Wilfred Owen 'Dulce et Decorum est'.

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     30/04/2007                                                                                                              Jameel Qureshi

Poetry-Wilfred Owen

‘Dulce et Decorum est’

The poem ‘Dulce et Decorum est’ is a poem which shows us the horrors of war. It shows us how innocent lives are being wasted on a war. The poem tells us about how the poet feels about war.

The first stanza tells us about the condition of the soldiers. It shows us that the soldiers are sick, tired and are not aware of themselves. It also tells us that the soldiers were in bad condition. They did not care about the shells that dropped behind them. In the first line the soldiers are compared in a simile to old beggars. This implies that they look shabby, which is not the image of soldiers in bright shiny uniforms, which would be in keeping with the glorious image of war. The line has a slow pace with no sound described, which is also a contrast to the image of war, as people at home might expect the soldiers to be marching along at a brisk pace. The second line continues this them as it compares the soldiers to hags, which are very like beggars. It tells you that the soldiers are knock kneeded and coughing, which implies a very low morale.

In the second stanza, the poet has written about a gas attack that he has witnessed. This stanza tells us about the confusion and panic, which arises when the soldiers' lives are in immediate danger. The pace of this verse is a lot quicker in order to demonstrate this, and also provides a contrast to the previous verses as it is written in the present tense to make it seem more real, whereas the first verse is written in the perfect tense, which makes it seem more distant. During the gas attack, many soldiers managed to get their gas helmets on time. But one soldier could not make it. He was yelling and stumbling as the gas overcare him. The poet has seen the unfortunate man die a slow and painful death.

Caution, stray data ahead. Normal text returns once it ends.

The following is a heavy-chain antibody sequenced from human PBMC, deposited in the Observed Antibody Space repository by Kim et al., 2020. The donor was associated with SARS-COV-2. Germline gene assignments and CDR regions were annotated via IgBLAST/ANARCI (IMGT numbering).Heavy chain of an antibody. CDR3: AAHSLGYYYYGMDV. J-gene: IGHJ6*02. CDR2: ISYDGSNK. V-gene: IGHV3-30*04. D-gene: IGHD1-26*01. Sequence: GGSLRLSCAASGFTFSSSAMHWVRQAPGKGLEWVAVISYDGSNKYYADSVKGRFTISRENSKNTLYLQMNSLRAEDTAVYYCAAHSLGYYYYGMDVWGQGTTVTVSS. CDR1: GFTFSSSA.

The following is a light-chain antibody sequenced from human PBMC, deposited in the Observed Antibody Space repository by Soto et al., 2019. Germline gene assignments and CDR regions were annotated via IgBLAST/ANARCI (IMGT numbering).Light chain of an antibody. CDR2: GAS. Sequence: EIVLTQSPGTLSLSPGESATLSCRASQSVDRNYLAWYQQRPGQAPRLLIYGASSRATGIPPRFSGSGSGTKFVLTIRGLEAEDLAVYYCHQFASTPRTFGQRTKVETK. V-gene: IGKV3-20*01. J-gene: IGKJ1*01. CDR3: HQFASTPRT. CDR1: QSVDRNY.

The third stanza is short. It expresses the poet’s fears and nightmares he has because of the dying man reaching his hand out for help. But Wilfred Owen was helpless. The poet tells us that the dying man was guttering, choking and drowning as the gas made its way through his lungs.

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The fourth stanza is telling us a little bit about what the soldiers did to the dead soldier. They flung him in the back of a wagon. His condition was still bad. There was blood coming out from his mouth and his face was hanging in bad shape. The poet then tells his ‘friend’ that it is not right to tell keen and young soldiers eager for glory that ‘ It is a good and noble thing to die for your country’ as it is a lie. Moreover, the last verse is a plea to the reader to renounce ...

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